How would it work? It's like a digital zoom on a cheap digital camera. The CD word length is 16 bits. If you put that into a 32 bit word, you have to guess what goes in the less significant bits.
Try the Muse Model 10. Not since I first got into Pass Labs Aleph electronics (and later, X1preamp) have I been so impressed with what a brilliant engineer can achieve. How he does it I don't know, but I am guessing that software propgramming has something to do with it. This is the first, and so far the only, Redbook CD player I have heard (and own) that makes CDs sound like a genius format. I don't think extra bits is the answer. The proof is in trhe listening, in any case. I spent a lot of money on this unit, knowing I would never get it back--Muse does not have the upscale image among audiophiles that some brands do. I bought it anyway, becuase of what it did for music in my room. I have not looked back.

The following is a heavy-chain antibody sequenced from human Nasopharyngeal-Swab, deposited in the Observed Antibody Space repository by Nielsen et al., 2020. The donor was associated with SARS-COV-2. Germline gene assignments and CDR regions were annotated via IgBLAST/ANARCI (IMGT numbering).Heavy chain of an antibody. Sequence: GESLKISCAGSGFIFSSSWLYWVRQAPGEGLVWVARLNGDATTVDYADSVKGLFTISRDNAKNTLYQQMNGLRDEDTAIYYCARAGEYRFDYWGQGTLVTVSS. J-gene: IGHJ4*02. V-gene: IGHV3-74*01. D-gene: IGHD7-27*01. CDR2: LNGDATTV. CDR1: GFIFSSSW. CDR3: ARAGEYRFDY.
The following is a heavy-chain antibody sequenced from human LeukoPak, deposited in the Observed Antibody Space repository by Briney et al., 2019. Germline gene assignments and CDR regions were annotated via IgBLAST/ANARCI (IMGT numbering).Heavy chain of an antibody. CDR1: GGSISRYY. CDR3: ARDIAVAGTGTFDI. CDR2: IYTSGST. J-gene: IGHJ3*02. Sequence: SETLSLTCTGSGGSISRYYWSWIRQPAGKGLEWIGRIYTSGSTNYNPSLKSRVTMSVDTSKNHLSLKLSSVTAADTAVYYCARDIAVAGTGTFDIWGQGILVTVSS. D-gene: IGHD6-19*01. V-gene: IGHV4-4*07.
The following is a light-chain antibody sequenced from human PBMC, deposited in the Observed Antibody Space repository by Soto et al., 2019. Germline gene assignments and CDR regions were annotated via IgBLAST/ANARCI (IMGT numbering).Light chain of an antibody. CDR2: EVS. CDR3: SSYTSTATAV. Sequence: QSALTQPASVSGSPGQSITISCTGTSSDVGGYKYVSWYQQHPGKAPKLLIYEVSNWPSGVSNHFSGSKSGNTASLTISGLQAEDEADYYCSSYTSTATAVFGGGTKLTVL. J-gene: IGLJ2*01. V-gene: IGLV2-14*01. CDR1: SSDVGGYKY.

Which computations ? A 20 bit DAC gives 120dB dynamic range .. greater than ANY analogue, and greater than any amplifier is capable of reproducing. Bob Stuart of Meridian gave a paper saying that any more than 20 bits is a waste, and DVD-audio (which meridian authored) is only 24 bits because most commercial DSPs use 24 bit word length, and it makes mixing easy (no overflows).
Sampling rate is probably more important one you get above 16 bits.
But ultimately implementation and design matters more than miscellaneous specs.
I'm always skeptical of the "latest" technology. I remember when CD players were new - my first player was a McIntosh MCD7000 and it had 14 bit DACs because, although 16 bit convertors were available, the technology was so new that none were linear enough for McIntosh to use.
24 bit convertors are now very mature - but 64 bits? Me thinks we're playing a specsmanship game here. I would submit that Sean is right - at this point in the technology curve implementation is far more important than any particular technology.